Thursday, January 16, 2014

A Review

The Modern Life Study Bible is a well-designed, colorful Study Bible.  It will quickly draw the reader into its pages with comments and notes on almost every page.  With 1942+ pages, it is complete and helpful.  

The notes are scholarly, covering such items as geography, culture.  Biographical entries are provided for both Biblical and historical figures from church history.  The notes also include comments that are devotional and contemplative in nature, allowing the reader to draw nearer to God as he or she reads.  The use of a relative modern translation (the New King James Version) allows both the Bible text and the notes to be readable by the modern reader.  A number of indexes at the rear of the book make, with some cautions, the ancillary material available to the reader whether he or she is reading the Bible text or has an interest in studying some topic.

In addition to the published book, the reader is also offered the opportunity by the publisher to download additional material supporting an interested reader's Bible Study.  This material included Nelson’s Complete Book of Bible Maps and Charts, downloadable as a PDF and accessible on-line for use as handouts and presentation slides.

Two items are of concern to me.  First, the book contains few citations.  There are a list of eleven works, tied to notes for specific Bible verses, listed on the very last page of the published book.  With that single exception, no reference is made to who contributed the notes nor are sources supporting the facts and figures mentioned in the text provided.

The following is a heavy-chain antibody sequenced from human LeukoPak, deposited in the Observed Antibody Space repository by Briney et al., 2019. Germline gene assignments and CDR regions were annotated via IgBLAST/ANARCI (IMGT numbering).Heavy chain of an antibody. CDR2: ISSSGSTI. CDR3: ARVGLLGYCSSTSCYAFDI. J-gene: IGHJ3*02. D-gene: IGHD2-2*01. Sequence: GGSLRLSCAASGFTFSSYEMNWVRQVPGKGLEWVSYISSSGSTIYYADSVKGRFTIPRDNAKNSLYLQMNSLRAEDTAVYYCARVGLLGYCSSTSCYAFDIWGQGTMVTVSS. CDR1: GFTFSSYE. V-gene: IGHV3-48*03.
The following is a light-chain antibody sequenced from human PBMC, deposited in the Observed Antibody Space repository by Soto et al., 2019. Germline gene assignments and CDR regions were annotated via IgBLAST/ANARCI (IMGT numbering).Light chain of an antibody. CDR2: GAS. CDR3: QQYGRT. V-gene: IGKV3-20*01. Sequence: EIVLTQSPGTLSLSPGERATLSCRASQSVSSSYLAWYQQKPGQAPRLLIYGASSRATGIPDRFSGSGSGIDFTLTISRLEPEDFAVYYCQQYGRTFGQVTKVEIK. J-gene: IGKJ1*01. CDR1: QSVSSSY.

My bigger concern is the lack of a comprehensive index.  A few illustrations help make clear why this is a handicap.  

  1. I went looking for an entry on “praise”.  Only after scanning the four or five indexes did I spot a sub-entry on “Praise for God’s Power” under the entry “POWER” in one of the indexes.  This was the only entry I found.
  2. I went looking for an entry on “prayer”.  Again, after scanning the four or five indexes, I found no such entry.  I suspect that prayer is mentioned someplace in this Bible’s copious notes, but it was not easily located.
  3. Finally, I went looking for information on “Government(s)”.  Though I suspect I may not have found all appropriate notes, I did find entries on government(s) in three different indexes:

    1. An index of Key NT Passages
    2. An index of Themes
    3. An index of Jobs and Occupations

Why did I need to search three indexes to find information that could easily be found in a single location?

Each of these problems or questions could be addressed by the availability of a comprehensive index of all notes.  The individual indexes do add value to the book, but the existence of a comprehensive index could add additional value to the book. The Modern Life Study Bible is one of the better Study Bibles available today, both in terms of the kind of information provided and its comprehensiveness.  However, because much of that information may be inaccessible to a studious reader, this Study Bible may be of less value that than others in its class.  
This problem could easily be addressed by making available either an on-line index or a searchable downloadable index.  This issue could also be addressed by making available an electronic version of this Study Bible using one of the major Bible software packages.
The Modern Life Study Bible is a great supplement for the user who is reading the Bible.  As currently presented, it is of less use to the person who is trying to research a topic.  Having said this, I do recommend the Modern Life Study Bible for the quality of its notes and helps.

This review is based on a free copy provided by the publisher for the purpose of creating this review.  The opinions expressed are mine alone.  

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